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Creating observable data structures and reactions


At some point you might want to have more data structures or other things (like streams) that can be used in reactive computations. Achieving that is pretty simple by using the Atom class. Atoms can be used to signal MobX that some observable data source has been observed or changed. And MobX will signal the atom whenever it is used or no longer in use.

The following example demonstrates how you can create an observable Clock, which can be used in reactive functions, and returns the current date-time. This clock will only actually tick if it is observed by someone.

The complete API of the Atom class is demonstrated by this example.

import {Atom, autorun} from "mobx";

class Clock {
    intervalHandler = null;

    constructor() {
        // creates an atom to interact with the MobX core algorithm
        this.atom =    new Atom(
            // first param: a name for this atom, for debugging purposes
            // second (optional) parameter: callback for when this atom transitions from unobserved to observed.
            () => this.startTicking(),
            // third (optional) parameter: callback for when this atom transitions from observed to unobserved
            // note that the same atom transitions multiple times between these two states
            () => this.stopTicking()

    getTime() {
        // let MobX know this observable data source has been used
        // reportObserved will return true if the atom is currently being observed
        // by some reaction.
        // reportObserved will also trigger the onBecomeObserved event handler (startTicking) if needed
        if (this.atom.reportObserved()) {
            return this.currentDateTime;
        } else {
            // apparantly getTime was called but not while a reaction is running.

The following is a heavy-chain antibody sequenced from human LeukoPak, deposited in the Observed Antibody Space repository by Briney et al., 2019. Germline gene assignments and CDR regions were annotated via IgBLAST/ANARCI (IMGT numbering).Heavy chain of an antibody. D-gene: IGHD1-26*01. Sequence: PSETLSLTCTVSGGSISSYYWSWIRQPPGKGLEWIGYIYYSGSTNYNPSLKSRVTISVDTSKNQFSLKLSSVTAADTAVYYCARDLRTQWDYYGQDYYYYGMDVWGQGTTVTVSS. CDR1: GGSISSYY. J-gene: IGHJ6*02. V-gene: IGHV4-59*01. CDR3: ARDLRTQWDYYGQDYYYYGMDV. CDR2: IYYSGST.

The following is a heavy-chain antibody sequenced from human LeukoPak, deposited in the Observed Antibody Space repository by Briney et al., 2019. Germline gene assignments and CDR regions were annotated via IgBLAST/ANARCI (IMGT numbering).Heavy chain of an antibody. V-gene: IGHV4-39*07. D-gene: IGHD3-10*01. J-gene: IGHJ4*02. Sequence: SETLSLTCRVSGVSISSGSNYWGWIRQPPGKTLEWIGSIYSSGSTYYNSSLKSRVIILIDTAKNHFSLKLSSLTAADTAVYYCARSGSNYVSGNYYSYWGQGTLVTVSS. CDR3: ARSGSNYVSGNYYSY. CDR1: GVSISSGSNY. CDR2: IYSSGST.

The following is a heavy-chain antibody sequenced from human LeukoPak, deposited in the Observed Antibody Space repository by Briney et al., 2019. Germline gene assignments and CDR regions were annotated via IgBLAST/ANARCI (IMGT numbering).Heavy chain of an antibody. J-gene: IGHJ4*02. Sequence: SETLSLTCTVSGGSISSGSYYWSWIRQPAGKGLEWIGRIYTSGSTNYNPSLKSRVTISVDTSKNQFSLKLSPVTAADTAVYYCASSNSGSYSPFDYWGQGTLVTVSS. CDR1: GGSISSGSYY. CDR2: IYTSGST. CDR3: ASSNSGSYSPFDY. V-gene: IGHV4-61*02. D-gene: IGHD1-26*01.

// So, nobody depends on this value, hence the onBecomeObserved handler (startTicking) won't be fired
            // Depending on the nature of your atom 
            // it might behave differently in such circumstances
            // (like throwing an error, returning a default value etc)
            return new Date();

    tick() {
        this.currentDateTime = new Date();
        // let MobX know that this data source has changed

    startTicking() {
        this.tick(); // initial tick
        this.intervalHandler = setInterval(
            () => this.tick(),

    stopTicking() {
        this.intervalHandler = null;

const clock = new Clock();

const disposer = autorun(() => console.log(clock.getTime()));

// ... prints the time each second


// printing stops. If nobody else uses the same `clock` the clock will stop ticking as well.


Reaction allows you to create your own 'auto runner'. Reactions track a function and signal when the function should be executed again because one or more dependencies have changed.

This is how autorun is defined using Reaction:

export function autorun(view: Lambda, scope?: any) {
    if (scope)
        view = view.bind(scope);

    const reaction = new Reaction(view.name || "Autorun", function () {

    // Start or schedule the just created reaction
    if (isComputingDerivation() || globalState.inTransaction > 0)

    return reaction.getDisposer();